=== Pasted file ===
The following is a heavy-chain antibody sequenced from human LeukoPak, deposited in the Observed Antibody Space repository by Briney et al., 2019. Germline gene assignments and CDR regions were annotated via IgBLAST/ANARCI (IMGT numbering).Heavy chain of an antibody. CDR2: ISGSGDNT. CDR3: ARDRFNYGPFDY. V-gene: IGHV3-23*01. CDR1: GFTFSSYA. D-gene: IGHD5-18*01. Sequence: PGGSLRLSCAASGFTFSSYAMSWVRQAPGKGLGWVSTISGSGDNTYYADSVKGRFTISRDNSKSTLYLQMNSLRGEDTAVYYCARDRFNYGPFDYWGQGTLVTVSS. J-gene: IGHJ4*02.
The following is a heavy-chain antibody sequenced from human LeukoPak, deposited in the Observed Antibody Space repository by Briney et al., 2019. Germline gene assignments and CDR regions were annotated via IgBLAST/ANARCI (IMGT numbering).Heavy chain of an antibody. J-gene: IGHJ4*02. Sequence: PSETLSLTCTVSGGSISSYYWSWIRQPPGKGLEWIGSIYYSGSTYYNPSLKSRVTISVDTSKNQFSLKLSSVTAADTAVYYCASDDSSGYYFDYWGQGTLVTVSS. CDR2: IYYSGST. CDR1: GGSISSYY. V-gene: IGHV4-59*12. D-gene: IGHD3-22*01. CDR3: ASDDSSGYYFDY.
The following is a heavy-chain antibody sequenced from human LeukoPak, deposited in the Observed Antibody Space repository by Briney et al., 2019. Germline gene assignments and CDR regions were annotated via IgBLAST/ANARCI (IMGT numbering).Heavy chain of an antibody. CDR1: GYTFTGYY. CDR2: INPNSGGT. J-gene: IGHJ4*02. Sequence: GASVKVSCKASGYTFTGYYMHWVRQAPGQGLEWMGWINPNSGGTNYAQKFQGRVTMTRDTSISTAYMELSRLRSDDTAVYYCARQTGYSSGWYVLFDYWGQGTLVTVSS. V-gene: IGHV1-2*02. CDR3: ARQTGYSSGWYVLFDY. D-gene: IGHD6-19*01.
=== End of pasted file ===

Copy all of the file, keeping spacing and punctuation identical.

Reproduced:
The following is a heavy-chain antibody sequenced from human LeukoPak, deposited in the Observed Antibody Space repository by Briney et al., 2019. Germline gene assignments and CDR regions were annotated via IgBLAST/ANARCI (IMGT numbering).Heavy chain of an antibody. CDR2: ISGSGDNT. CDR3: ARDRFNYGPFDY. V-gene: IGHV3-23*01. CDR1: GFTFSSYA. D-gene: IGHD5-18*01. Sequence: PGGSLRLSCAASGFTFSSYAMSWVRQAPGKGLGWVSTISGSGDNTYYADSVKGRFTISRDNSKSTLYLQMNSLRGEDTAVYYCARDRFNYGPFDYWGQGTLVTVSS. J-gene: IGHJ4*02.
The following is a heavy-chain antibody sequenced from human LeukoPak, deposited in the Observed Antibody Space repository by Briney et al., 2019. Germline gene assignments and CDR regions were annotated via IgBLAST/ANARCI (IMGT numbering).Heavy chain of an antibody. J-gene: IGHJ4*02. Sequence: PSETLSLTCTVSGGSISSYYWSWIRQPPGKGLEWIGSIYYSGSTYYNPSLKSRVTISVDTSKNQFSLKLSSVTAADTAVYYCASDDSSGYYFDYWGQGTLVTVSS. CDR2: IYYSGST. CDR1: GGSISSYY. V-gene: IGHV4-59*12. D-gene: IGHD3-22*01. CDR3: ASDDSSGYYFDY.
The following is a heavy-chain antibody sequenced from human LeukoPak, deposited in the Observed Antibody Space repository by Briney et al., 2019. Germline gene assignments and CDR regions were annotated via IgBLAST/ANARCI (IMGT numbering).Heavy chain of an antibody. CDR1: GYTFTGYY. CDR2: INPNSGGT. J-gene: IGHJ4*02. Sequence: GASVKVSCKASGYTFTGYYMHWVRQAPGQGLEWMGWINPNSGGTNYAQKFQGRVTMTRDTSISTAYMELSRLRSDDTAVYYCARQTGYSSGWYVLFDYWGQGTLVTVSS. V-gene: IGHV1-2*02. CDR3: ARQTGYSSGWYVLFDY. D-gene: IGHD6-19*01.